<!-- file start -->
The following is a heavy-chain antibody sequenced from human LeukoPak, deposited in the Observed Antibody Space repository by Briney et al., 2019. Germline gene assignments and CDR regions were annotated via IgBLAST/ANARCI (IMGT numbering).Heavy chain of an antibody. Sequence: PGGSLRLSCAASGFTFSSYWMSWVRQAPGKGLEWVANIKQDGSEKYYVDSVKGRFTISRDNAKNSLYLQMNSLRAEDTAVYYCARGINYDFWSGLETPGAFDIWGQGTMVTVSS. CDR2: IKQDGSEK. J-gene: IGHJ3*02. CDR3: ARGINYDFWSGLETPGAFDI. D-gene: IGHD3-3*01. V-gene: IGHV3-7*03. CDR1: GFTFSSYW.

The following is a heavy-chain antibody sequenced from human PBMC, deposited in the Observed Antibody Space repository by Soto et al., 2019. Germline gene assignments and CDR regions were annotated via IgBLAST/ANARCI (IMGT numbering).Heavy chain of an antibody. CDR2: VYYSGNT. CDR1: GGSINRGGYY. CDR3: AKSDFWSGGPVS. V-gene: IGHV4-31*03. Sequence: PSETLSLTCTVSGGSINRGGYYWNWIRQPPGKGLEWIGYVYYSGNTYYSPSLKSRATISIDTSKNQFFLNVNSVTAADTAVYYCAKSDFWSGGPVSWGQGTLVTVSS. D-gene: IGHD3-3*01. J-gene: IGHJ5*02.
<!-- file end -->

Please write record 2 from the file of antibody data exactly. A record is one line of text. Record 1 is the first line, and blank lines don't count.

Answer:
The following is a heavy-chain antibody sequenced from human PBMC, deposited in the Observed Antibody Space repository by Soto et al., 2019. Germline gene assignments and CDR regions were annotated via IgBLAST/ANARCI (IMGT numbering).Heavy chain of an antibody. CDR2: VYYSGNT. CDR1: GGSINRGGYY. CDR3: AKSDFWSGGPVS. V-gene: IGHV4-31*03. Sequence: PSETLSLTCTVSGGSINRGGYYWNWIRQPPGKGLEWIGYVYYSGNTYYSPSLKSRATISIDTSKNQFFLNVNSVTAADTAVYYCAKSDFWSGGPVSWGQGTLVTVSS. D-gene: IGHD3-3*01. J-gene: IGHJ5*02.